2019 Reports

Tuesday, February 26th, 2019


Austin History Center Director’s Report

Mike Miller is the Manager of the Austin History Center, a 14-person, $1.2 million division of the Austin Public Library, with responsibility for personnel, planning, and fiscal aspects. He represents the Austin History Center before library, city, and community groups.  Miller writes, speaks and consults about Austin history, managing local history collections, and preservation of historical materials.


February 2018

Programming & Outreach

  • On January 11, Digital Archivist Nikki Koehlert and Records Analyst Jenna Cooper presented at the 4th Annual Greater Austin Area Information Literacy Symposium (GAAILS). They gave a presentation, “Fact or Fiction: Developing Information Literacy to Evaluate and Use Records,” to 68 Austin-area library and information professionals promoting information literacy outreach programming.
  • On January 12, AHC Manager spoke to the ATXelerator class at the Center for Austin’s Future about the political history of Austin. This is a program to provide training and support to emerging leaders in Austin and those who are interested in running for elected office or serving on City commissions.
  • On January 21, African American Community Archivist kYmberly Keeton represented the AHC at the city’s annual MLK Day Celebration.
  • On January 30th, Processing Archivist Molly Hults and Asst. Manager Nancy Toombs staffed a table at Career Fest, an annual event sponsored by the City of Austin. Approximately 2500 students attended and Nancy & Molly spoke with over 200 students about the AHC and the archivist and librarian professions.
  • On January 30th, Asian American Community Archivist Ayshea Khan led presentation to two groups of fourth graders at Travis Heights Elementary about Isamu Taniguchi for Fred Korematsu Day. All month students had been using the Korematsu Day curriculum she designed and wanted to ask additional questions. 50 students in total participated.



  • AHC staff finished processing 8 collections, the Richard Denney Photograph Collection, the Austin LGBT Chamber of Commerce (ALGBTCC) Records, the Mayor’s Court Ledgers, the Austin Networker Records, the Stayton Family Papers the Dorsey Hardeman Papers, Weigl Iron Works Papers, and the Shoal Creek Project Records. Staff also processed additions to the Maria Teresa Rabago Papers. The finding aids are available online at:
  • Former City Councilwoman Ora Houston donated materials related to her political campaigns as an addition to her archives at the AHC. Other donations of note include additions to the Roy Guerrero Papers including correspondence and artifacts; and 3 oral histories conducted by Ayshea of Mamata Misra regarding Saheli (an organization that provides assistance to Asian and other immigrant families dealing with domestic violence, sexual assault and trafficking) and Dhila Vaidya and Shobha Kotecha of South Asians’ International Volunteer Association (an organization that promotes a sense of well-being, belonging, and fulfillment for older adults of South Asian heritage through community engagement, education, partnership-building, and advocacy and civic involvement.)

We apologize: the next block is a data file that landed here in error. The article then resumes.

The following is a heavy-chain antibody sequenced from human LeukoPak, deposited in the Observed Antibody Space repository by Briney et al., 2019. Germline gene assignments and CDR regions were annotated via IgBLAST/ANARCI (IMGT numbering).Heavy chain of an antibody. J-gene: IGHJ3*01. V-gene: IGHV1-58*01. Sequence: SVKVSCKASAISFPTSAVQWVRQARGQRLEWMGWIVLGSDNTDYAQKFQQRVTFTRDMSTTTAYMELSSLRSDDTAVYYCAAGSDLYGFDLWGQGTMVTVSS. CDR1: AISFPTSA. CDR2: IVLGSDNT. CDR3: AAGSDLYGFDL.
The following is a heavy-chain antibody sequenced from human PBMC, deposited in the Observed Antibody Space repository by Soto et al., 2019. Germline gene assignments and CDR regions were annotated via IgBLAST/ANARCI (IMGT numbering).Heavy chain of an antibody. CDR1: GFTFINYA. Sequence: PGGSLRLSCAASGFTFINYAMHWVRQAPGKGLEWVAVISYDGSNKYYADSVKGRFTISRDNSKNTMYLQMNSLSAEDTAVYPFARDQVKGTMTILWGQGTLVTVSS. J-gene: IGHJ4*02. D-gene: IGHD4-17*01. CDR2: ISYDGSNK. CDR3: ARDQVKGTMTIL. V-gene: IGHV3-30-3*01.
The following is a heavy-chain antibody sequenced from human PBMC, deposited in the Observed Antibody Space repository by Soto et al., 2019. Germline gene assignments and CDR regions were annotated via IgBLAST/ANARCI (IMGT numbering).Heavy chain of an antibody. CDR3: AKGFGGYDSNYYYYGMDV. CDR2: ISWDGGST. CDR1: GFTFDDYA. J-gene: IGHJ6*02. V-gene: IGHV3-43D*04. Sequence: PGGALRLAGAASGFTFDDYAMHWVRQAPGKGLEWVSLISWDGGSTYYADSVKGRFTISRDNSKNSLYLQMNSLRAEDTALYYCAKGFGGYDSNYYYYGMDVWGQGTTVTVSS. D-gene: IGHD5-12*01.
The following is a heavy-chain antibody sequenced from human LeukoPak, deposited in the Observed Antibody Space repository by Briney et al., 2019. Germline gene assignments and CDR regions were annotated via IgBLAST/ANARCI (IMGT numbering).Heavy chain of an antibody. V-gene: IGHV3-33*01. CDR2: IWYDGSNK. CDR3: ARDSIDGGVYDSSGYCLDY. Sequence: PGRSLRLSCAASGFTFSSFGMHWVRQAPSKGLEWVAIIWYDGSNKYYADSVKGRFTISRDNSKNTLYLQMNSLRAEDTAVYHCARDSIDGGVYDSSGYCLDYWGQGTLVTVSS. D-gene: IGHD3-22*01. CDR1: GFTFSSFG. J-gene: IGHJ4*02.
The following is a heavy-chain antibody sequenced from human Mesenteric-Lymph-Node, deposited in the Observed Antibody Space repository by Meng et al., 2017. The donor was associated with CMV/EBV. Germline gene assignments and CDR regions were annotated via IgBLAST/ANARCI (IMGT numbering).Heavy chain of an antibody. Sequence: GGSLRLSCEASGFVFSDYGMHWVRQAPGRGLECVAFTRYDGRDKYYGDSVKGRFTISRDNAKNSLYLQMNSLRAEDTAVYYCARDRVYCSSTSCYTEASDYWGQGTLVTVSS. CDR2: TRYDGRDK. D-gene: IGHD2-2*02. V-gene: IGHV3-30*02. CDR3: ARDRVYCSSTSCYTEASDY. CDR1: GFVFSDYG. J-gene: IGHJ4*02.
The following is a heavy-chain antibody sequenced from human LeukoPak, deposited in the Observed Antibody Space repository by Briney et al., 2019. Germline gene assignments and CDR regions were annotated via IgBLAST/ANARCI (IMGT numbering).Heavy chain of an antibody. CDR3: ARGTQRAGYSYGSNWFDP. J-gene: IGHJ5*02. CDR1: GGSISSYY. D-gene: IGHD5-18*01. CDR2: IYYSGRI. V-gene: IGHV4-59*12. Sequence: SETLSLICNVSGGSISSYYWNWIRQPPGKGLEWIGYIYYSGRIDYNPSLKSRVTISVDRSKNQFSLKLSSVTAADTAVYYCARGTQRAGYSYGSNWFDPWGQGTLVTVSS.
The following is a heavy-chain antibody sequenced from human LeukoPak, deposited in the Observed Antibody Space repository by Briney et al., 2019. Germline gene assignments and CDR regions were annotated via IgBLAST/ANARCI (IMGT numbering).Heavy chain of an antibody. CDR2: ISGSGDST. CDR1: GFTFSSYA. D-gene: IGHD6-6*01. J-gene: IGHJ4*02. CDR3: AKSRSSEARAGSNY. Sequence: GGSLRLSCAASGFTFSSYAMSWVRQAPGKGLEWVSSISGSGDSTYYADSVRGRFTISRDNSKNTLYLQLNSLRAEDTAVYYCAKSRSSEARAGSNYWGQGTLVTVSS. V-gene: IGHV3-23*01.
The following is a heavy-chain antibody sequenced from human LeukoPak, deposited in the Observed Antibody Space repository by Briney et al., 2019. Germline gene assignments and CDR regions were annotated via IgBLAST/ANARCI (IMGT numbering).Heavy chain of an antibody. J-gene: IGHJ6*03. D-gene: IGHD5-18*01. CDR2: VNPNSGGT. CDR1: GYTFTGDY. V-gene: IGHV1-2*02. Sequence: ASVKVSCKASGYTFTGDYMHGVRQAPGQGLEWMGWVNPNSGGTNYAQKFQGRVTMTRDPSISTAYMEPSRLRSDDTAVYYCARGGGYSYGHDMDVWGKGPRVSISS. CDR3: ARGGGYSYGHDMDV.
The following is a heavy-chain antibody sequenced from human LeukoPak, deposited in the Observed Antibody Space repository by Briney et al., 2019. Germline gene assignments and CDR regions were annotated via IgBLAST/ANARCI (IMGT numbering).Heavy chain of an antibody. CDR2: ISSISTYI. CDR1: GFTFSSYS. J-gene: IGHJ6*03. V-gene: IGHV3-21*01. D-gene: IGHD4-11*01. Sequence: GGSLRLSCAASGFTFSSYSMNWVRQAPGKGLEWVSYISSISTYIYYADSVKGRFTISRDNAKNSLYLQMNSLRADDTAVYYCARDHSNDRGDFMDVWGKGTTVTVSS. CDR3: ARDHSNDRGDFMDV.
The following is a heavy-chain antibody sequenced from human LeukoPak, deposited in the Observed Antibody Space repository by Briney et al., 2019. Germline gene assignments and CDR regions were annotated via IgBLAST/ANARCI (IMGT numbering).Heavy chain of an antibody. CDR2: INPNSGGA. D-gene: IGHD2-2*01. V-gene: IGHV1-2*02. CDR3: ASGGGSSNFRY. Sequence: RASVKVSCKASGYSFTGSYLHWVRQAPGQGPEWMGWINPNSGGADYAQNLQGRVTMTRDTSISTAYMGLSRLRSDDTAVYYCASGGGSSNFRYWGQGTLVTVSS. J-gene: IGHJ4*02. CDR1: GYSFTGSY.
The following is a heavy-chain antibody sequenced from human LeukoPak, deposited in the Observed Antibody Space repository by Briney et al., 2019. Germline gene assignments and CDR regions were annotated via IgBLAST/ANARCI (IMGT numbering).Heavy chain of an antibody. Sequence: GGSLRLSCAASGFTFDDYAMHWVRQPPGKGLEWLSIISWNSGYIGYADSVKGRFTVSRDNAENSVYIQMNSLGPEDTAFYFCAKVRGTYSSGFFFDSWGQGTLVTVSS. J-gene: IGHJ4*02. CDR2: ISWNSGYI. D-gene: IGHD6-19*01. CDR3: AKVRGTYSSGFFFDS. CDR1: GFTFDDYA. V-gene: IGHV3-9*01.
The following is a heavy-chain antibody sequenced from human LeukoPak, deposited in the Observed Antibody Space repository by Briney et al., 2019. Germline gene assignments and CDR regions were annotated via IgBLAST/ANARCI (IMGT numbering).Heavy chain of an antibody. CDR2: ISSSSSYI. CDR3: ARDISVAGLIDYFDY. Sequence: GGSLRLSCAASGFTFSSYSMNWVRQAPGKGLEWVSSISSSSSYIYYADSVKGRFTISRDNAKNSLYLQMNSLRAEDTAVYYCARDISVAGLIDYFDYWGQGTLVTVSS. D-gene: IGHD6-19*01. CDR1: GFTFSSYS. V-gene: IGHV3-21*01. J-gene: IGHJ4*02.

• The AHC’s YouTube channel passed 1 million views in January. Video Archivist Tim Hamblin has been making steady progress on digitizing video from various collections, including the Austin Music Network archives, public access TV archives, and other collections and making the content available for users. The AHC currently has over 500 historic videos available for viewing on You Tube.



  • The AHC opened its newest exhibit in the David Earl Holt Photo Gallery, “Tune in to Health: A Radio Program for Travis County Schools." This exhibit presents photograph selections from the Texas Extended School and Community Health Education Program Records (AR.2002.017) archived at the Austin History Center. The collection features over 200 black and white photographs from the 1949-1950 school year of the Healthy Living in Our County radio program, a public health education initiative tailored for Travis County rural school classrooms.



  • Research was conducted at the AHC and photos from the AHC were purchased for use in the upcoming books 13th Floor Elevators: A Visual History and Exploring Women’s Suffrage Through 50 Historic Objects, documentary films “Nothing Stays the Same: The Saxon Pub Story” and “Forging a Green Identity,” an upcoming episode of the PBS series Finding Your Roots, a memorial tribute for former mayor Gus Garcia, and City of Austin reports on Oakwood Cemetery and the ecology of the Hill Country.


Upcoming Programs

  • March 2, 2019. 12-4pm, Ruiz Branch. Know Your District History – District 3
  • April 9, 2019. 6:30 pm, AHC. Author event with Joe Nick Patoski, author of Austin to ATX: The Hippies, Slackers, and Geeks Who Transformed the Capital of Texas.
  • April 13, 2019. 12-4pm, Little Walnut Branch. Know Your District History – District 4
  • May 18, 2019. 12-4pm, Manchaca Branch. Know Your District History – District 5
  • June 8, 2019. 12-4pm, Spicewood Springs Branch. Know Your District History – District 6
  • July 13, 2019. 12-4pm, North Village Branch. Know Your District History – District 7
  • August 10, 2019. 12-4pm, Hampton Branch. Know Your District History – District 8
  • September 22, 2019. 12-4pm, AHC. Know Your District History – District 9
  • October 19, 2019. 12-4pm, Old Quarry Branch. Know Your District History – District 10